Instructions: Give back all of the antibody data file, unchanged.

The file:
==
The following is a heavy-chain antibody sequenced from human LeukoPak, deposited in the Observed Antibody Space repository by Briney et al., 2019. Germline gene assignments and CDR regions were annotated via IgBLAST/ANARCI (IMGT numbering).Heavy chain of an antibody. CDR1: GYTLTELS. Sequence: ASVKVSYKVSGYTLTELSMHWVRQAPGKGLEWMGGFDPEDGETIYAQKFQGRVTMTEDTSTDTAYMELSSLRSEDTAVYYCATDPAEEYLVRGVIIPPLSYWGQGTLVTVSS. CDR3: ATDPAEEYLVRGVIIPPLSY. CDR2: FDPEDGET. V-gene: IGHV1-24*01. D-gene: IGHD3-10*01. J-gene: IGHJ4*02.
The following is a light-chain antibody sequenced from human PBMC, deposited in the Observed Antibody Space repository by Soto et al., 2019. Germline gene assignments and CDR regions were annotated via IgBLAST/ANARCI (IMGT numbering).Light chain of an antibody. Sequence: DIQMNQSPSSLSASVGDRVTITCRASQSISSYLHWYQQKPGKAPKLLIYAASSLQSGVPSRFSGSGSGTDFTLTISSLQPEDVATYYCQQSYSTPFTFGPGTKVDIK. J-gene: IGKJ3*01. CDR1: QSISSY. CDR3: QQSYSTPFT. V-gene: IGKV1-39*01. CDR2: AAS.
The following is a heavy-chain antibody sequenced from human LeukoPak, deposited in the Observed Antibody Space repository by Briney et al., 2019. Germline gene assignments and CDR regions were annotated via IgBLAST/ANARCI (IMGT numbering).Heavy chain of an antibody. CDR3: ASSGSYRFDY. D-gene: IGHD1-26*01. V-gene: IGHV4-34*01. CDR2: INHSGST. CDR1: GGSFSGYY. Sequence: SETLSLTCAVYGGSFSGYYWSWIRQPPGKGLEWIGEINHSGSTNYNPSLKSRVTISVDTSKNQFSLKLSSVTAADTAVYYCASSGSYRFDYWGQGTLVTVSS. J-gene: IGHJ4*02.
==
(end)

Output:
The following is a heavy-chain antibody sequenced from human LeukoPak, deposited in the Observed Antibody Space repository by Briney et al., 2019. Germline gene assignments and CDR regions were annotated via IgBLAST/ANARCI (IMGT numbering).Heavy chain of an antibody. CDR1: GYTLTELS. Sequence: ASVKVSYKVSGYTLTELSMHWVRQAPGKGLEWMGGFDPEDGETIYAQKFQGRVTMTEDTSTDTAYMELSSLRSEDTAVYYCATDPAEEYLVRGVIIPPLSYWGQGTLVTVSS. CDR3: ATDPAEEYLVRGVIIPPLSY. CDR2: FDPEDGET. V-gene: IGHV1-24*01. D-gene: IGHD3-10*01. J-gene: IGHJ4*02.
The following is a light-chain antibody sequenced from human PBMC, deposited in the Observed Antibody Space repository by Soto et al., 2019. Germline gene assignments and CDR regions were annotated via IgBLAST/ANARCI (IMGT numbering).Light chain of an antibody. Sequence: DIQMNQSPSSLSASVGDRVTITCRASQSISSYLHWYQQKPGKAPKLLIYAASSLQSGVPSRFSGSGSGTDFTLTISSLQPEDVATYYCQQSYSTPFTFGPGTKVDIK. J-gene: IGKJ3*01. CDR1: QSISSY. CDR3: QQSYSTPFT. V-gene: IGKV1-39*01. CDR2: AAS.
The following is a heavy-chain antibody sequenced from human LeukoPak, deposited in the Observed Antibody Space repository by Briney et al., 2019. Germline gene assignments and CDR regions were annotated via IgBLAST/ANARCI (IMGT numbering).Heavy chain of an antibody. CDR3: ASSGSYRFDY. D-gene: IGHD1-26*01. V-gene: IGHV4-34*01. CDR2: INHSGST. CDR1: GGSFSGYY. Sequence: SETLSLTCAVYGGSFSGYYWSWIRQPPGKGLEWIGEINHSGSTNYNPSLKSRVTISVDTSKNQFSLKLSSVTAADTAVYYCASSGSYRFDYWGQGTLVTVSS. J-gene: IGHJ4*02.